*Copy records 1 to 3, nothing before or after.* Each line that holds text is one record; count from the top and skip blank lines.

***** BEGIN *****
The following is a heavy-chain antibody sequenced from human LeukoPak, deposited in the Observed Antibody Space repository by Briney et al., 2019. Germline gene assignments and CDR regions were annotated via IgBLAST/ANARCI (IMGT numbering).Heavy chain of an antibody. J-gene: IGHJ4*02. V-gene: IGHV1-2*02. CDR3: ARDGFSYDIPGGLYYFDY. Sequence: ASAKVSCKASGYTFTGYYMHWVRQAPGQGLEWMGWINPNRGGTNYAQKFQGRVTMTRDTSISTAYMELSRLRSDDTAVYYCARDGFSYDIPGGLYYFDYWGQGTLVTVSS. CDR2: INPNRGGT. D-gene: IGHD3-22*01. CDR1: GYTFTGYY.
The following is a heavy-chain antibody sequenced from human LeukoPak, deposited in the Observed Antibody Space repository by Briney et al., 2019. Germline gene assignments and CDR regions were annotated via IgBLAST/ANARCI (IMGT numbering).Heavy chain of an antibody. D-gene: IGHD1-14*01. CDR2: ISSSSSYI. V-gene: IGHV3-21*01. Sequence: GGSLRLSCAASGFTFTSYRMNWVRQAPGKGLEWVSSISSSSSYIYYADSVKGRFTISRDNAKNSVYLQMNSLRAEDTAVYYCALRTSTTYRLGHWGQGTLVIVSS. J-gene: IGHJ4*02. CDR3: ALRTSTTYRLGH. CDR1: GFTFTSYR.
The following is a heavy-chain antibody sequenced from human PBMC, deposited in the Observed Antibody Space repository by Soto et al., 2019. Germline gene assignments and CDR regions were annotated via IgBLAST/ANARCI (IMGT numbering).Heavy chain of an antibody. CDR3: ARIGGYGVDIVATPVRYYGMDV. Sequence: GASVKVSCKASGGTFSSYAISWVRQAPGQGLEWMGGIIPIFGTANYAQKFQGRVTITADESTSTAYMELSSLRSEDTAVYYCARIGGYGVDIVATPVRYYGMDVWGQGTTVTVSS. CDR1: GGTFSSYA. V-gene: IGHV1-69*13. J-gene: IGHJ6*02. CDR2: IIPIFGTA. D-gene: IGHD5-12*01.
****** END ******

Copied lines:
The following is a heavy-chain antibody sequenced from human LeukoPak, deposited in the Observed Antibody Space repository by Briney et al., 2019. Germline gene assignments and CDR regions were annotated via IgBLAST/ANARCI (IMGT numbering).Heavy chain of an antibody. J-gene: IGHJ4*02. V-gene: IGHV1-2*02. CDR3: ARDGFSYDIPGGLYYFDY. Sequence: ASAKVSCKASGYTFTGYYMHWVRQAPGQGLEWMGWINPNRGGTNYAQKFQGRVTMTRDTSISTAYMELSRLRSDDTAVYYCARDGFSYDIPGGLYYFDYWGQGTLVTVSS. CDR2: INPNRGGT. D-gene: IGHD3-22*01. CDR1: GYTFTGYY.
The following is a heavy-chain antibody sequenced from human LeukoPak, deposited in the Observed Antibody Space repository by Briney et al., 2019. Germline gene assignments and CDR regions were annotated via IgBLAST/ANARCI (IMGT numbering).Heavy chain of an antibody. D-gene: IGHD1-14*01. CDR2: ISSSSSYI. V-gene: IGHV3-21*01. Sequence: GGSLRLSCAASGFTFTSYRMNWVRQAPGKGLEWVSSISSSSSYIYYADSVKGRFTISRDNAKNSVYLQMNSLRAEDTAVYYCALRTSTTYRLGHWGQGTLVIVSS. J-gene: IGHJ4*02. CDR3: ALRTSTTYRLGH. CDR1: GFTFTSYR.
The following is a heavy-chain antibody sequenced from human PBMC, deposited in the Observed Antibody Space repository by Soto et al., 2019. Germline gene assignments and CDR regions were annotated via IgBLAST/ANARCI (IMGT numbering).Heavy chain of an antibody. CDR3: ARIGGYGVDIVATPVRYYGMDV. Sequence: GASVKVSCKASGGTFSSYAISWVRQAPGQGLEWMGGIIPIFGTANYAQKFQGRVTITADESTSTAYMELSSLRSEDTAVYYCARIGGYGVDIVATPVRYYGMDVWGQGTTVTVSS. CDR1: GGTFSSYA. V-gene: IGHV1-69*13. J-gene: IGHJ6*02. CDR2: IIPIFGTA. D-gene: IGHD5-12*01.